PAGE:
Daily life does NOT depend on you having true beliefs about ideology, politics or economics. Take your time deciding about those. You got along fine for years without correct beliefs, and you can continue just fine while you are looking for better.

Good luck deprogramming yourself! If you have more suggestions for this page, let me know.


Testimonials By Former Libertarians And Objectivists (10 links)
Let's see what we can learn from some of the many who have left libertarianism.
A few books to help you understand what is wrong with libertarianism. (11 links)
These books generally do not attack libertarianism directly, but as you read them, you will understand more about how libertarianism is basically propaganda in favor of the policies the .01% want and how libertarianism has basically no philosophical legs to stand on..
Alliance of the Libertarian Left [More...]
"The Alliance of the Libertarian Left is a multi-tendency coalition of mutualists, agorists, voluntaryists, geolibertarians, left-Rothbardians, green libertarians, dialectical anarchists, radical minarchists, and others on the libertarian left [...]" A large index of these anti-corporate-capitalist ideas.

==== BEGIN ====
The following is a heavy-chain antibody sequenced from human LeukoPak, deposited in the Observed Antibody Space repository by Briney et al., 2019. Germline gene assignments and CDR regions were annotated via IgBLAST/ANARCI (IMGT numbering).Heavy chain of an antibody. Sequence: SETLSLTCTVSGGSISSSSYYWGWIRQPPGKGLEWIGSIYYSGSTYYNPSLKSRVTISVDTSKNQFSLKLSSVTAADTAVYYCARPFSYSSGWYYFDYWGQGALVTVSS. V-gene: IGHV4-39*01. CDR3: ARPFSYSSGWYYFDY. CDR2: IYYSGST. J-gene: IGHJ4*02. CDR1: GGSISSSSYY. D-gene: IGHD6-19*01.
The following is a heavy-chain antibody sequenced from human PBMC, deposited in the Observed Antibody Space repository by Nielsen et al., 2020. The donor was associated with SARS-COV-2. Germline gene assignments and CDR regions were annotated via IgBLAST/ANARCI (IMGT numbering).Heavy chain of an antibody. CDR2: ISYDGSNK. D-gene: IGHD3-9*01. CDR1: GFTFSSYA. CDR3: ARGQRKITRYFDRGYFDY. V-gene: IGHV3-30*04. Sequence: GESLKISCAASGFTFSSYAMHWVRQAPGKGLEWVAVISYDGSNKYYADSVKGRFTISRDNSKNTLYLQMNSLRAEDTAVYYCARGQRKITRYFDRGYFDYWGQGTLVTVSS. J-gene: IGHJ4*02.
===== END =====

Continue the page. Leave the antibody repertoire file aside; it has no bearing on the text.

Georgism (3 links)
Most libertarians are opposed to property taxes. The Georgists have an answer that libertarians are unable to rebut. Also known as Single Tax, Land Tax, etc. The idea is that a tax on land is the only legitimate tax because land is not man-made.
No One Makes You Shop At Wall Mart: The Surprising Deceptions Of Individual Choice (book) (1 link)
Tom Slee's easy to read game-theoretic description of how MarketThink, the dogma of individual choice, does not lead to optimal outcomes.
The Kind of Anarchism I Believe in, and What's Wrong with Libertarians [More...]
Noam Chomsky points out that anarchism means requiring justification for authority: not blind opposition to authority. He describes libertarianism as a preference for private, unaccountable authority. And he discusses our system of propaganda and control.
The Sociology of the Ayn Rand Cult [More...]
Murray Rothbard's scathing description of 1972 Objectivism as a cult. "Thus, power not liberty or reason, was the central thrust of the Randian movement." Excellent reporting.